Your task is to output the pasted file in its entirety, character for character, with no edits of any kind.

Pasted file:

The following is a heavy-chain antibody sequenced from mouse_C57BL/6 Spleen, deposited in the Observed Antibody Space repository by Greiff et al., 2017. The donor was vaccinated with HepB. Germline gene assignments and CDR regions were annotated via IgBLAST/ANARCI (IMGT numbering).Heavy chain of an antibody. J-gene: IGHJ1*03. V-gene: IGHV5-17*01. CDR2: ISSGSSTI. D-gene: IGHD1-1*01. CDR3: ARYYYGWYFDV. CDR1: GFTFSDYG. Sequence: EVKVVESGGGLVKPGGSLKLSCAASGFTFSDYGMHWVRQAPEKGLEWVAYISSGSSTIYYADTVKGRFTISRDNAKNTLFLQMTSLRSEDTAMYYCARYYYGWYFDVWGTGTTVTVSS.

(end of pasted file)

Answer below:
The following is a heavy-chain antibody sequenced from mouse_C57BL/6 Spleen, deposited in the Observed Antibody Space repository by Greiff et al., 2017. The donor was vaccinated with HepB. Germline gene assignments and CDR regions were annotated via IgBLAST/ANARCI (IMGT numbering).Heavy chain of an antibody. J-gene: IGHJ1*03. V-gene: IGHV5-17*01. CDR2: ISSGSSTI. D-gene: IGHD1-1*01. CDR3: ARYYYGWYFDV. CDR1: GFTFSDYG. Sequence: EVKVVESGGGLVKPGGSLKLSCAASGFTFSDYGMHWVRQAPEKGLEWVAYISSGSSTIYYADTVKGRFTISRDNAKNTLFLQMTSLRSEDTAMYYCARYYYGWYFDVWGTGTTVTVSS.